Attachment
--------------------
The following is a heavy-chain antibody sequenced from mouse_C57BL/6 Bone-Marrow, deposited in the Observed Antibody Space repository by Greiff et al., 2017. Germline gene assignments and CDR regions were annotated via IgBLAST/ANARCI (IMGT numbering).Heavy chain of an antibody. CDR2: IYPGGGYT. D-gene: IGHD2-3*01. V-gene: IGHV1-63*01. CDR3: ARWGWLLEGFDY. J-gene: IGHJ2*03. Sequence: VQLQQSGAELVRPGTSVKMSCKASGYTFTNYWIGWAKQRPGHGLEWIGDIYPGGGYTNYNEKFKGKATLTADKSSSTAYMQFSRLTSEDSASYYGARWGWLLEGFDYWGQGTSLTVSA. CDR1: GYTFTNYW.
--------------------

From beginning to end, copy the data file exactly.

The following is a heavy-chain antibody sequenced from mouse_C57BL/6 Bone-Marrow, deposited in the Observed Antibody Space repository by Greiff et al., 2017. Germline gene assignments and CDR regions were annotated via IgBLAST/ANARCI (IMGT numbering).Heavy chain of an antibody. CDR2: IYPGGGYT. D-gene: IGHD2-3*01. V-gene: IGHV1-63*01. CDR3: ARWGWLLEGFDY. J-gene: IGHJ2*03. Sequence: VQLQQSGAELVRPGTSVKMSCKASGYTFTNYWIGWAKQRPGHGLEWIGDIYPGGGYTNYNEKFKGKATLTADKSSSTAYMQFSRLTSEDSASYYGARWGWLLEGFDYWGQGTSLTVSA. CDR1: GYTFTNYW.